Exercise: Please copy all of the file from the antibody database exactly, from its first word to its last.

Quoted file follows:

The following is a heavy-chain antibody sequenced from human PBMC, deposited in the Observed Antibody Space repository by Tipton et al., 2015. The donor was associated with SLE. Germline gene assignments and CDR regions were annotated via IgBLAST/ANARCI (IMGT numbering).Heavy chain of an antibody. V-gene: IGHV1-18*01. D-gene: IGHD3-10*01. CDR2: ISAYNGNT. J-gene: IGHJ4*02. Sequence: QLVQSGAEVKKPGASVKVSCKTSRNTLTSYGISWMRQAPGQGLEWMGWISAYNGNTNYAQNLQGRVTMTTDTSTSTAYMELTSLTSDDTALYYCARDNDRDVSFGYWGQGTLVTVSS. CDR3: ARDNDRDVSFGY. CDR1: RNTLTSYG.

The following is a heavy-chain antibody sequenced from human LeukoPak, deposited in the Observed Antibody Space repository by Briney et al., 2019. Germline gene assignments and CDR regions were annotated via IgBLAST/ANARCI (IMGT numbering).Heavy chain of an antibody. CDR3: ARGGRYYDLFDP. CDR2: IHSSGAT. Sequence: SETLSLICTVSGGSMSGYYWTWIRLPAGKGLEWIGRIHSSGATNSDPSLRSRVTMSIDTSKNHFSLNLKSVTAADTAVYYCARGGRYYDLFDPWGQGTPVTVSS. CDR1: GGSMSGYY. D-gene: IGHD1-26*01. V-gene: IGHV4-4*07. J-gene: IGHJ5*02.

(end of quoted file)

The following is a heavy-chain antibody sequenced from human PBMC, deposited in the Observed Antibody Space repository by Tipton et al., 2015. The donor was associated with SLE. Germline gene assignments and CDR regions were annotated via IgBLAST/ANARCI (IMGT numbering).Heavy chain of an antibody. V-gene: IGHV1-18*01. D-gene: IGHD3-10*01. CDR2: ISAYNGNT. J-gene: IGHJ4*02. Sequence: QLVQSGAEVKKPGASVKVSCKTSRNTLTSYGISWMRQAPGQGLEWMGWISAYNGNTNYAQNLQGRVTMTTDTSTSTAYMELTSLTSDDTALYYCARDNDRDVSFGYWGQGTLVTVSS. CDR3: ARDNDRDVSFGY. CDR1: RNTLTSYG.

The following is a heavy-chain antibody sequenced from human LeukoPak, deposited in the Observed Antibody Space repository by Briney et al., 2019. Germline gene assignments and CDR regions were annotated via IgBLAST/ANARCI (IMGT numbering).Heavy chain of an antibody. CDR3: ARGGRYYDLFDP. CDR2: IHSSGAT. Sequence: SETLSLICTVSGGSMSGYYWTWIRLPAGKGLEWIGRIHSSGATNSDPSLRSRVTMSIDTSKNHFSLNLKSVTAADTAVYYCARGGRYYDLFDPWGQGTPVTVSS. CDR1: GGSMSGYY. D-gene: IGHD1-26*01. V-gene: IGHV4-4*07. J-gene: IGHJ5*02.